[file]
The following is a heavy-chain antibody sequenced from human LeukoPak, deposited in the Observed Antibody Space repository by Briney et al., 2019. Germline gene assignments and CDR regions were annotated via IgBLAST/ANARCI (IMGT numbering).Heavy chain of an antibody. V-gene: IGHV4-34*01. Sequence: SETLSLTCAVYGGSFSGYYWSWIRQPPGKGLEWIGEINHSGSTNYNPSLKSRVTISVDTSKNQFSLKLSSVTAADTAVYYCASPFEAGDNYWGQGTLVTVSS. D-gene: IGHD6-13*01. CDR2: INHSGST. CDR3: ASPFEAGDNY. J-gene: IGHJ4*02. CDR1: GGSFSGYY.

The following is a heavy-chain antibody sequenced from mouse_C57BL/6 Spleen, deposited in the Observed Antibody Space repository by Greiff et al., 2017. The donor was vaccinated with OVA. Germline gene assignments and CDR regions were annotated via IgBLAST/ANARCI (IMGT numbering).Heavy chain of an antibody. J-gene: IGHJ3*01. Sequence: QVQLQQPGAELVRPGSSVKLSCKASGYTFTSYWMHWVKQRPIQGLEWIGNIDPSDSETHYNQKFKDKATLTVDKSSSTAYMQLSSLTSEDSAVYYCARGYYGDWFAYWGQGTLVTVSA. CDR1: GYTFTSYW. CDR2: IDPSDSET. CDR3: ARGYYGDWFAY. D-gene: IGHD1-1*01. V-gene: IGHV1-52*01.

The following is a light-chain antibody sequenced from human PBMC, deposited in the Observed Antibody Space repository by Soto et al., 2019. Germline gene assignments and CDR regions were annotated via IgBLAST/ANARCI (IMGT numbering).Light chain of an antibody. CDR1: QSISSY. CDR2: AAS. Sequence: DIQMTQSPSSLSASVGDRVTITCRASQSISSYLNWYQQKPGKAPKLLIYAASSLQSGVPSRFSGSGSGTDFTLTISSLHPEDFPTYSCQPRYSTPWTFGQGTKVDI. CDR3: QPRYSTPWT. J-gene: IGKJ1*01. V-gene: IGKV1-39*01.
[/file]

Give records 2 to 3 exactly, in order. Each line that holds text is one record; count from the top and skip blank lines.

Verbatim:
The following is a heavy-chain antibody sequenced from mouse_C57BL/6 Spleen, deposited in the Observed Antibody Space repository by Greiff et al., 2017. The donor was vaccinated with OVA. Germline gene assignments and CDR regions were annotated via IgBLAST/ANARCI (IMGT numbering).Heavy chain of an antibody. J-gene: IGHJ3*01. Sequence: QVQLQQPGAELVRPGSSVKLSCKASGYTFTSYWMHWVKQRPIQGLEWIGNIDPSDSETHYNQKFKDKATLTVDKSSSTAYMQLSSLTSEDSAVYYCARGYYGDWFAYWGQGTLVTVSA. CDR1: GYTFTSYW. CDR2: IDPSDSET. CDR3: ARGYYGDWFAY. D-gene: IGHD1-1*01. V-gene: IGHV1-52*01.

The following is a light-chain antibody sequenced from human PBMC, deposited in the Observed Antibody Space repository by Soto et al., 2019. Germline gene assignments and CDR regions were annotated via IgBLAST/ANARCI (IMGT numbering).Light chain of an antibody. CDR1: QSISSY. CDR2: AAS. Sequence: DIQMTQSPSSLSASVGDRVTITCRASQSISSYLNWYQQKPGKAPKLLIYAASSLQSGVPSRFSGSGSGTDFTLTISSLHPEDFPTYSCQPRYSTPWTFGQGTKVDI. CDR3: QPRYSTPWT. J-gene: IGKJ1*01. V-gene: IGKV1-39*01.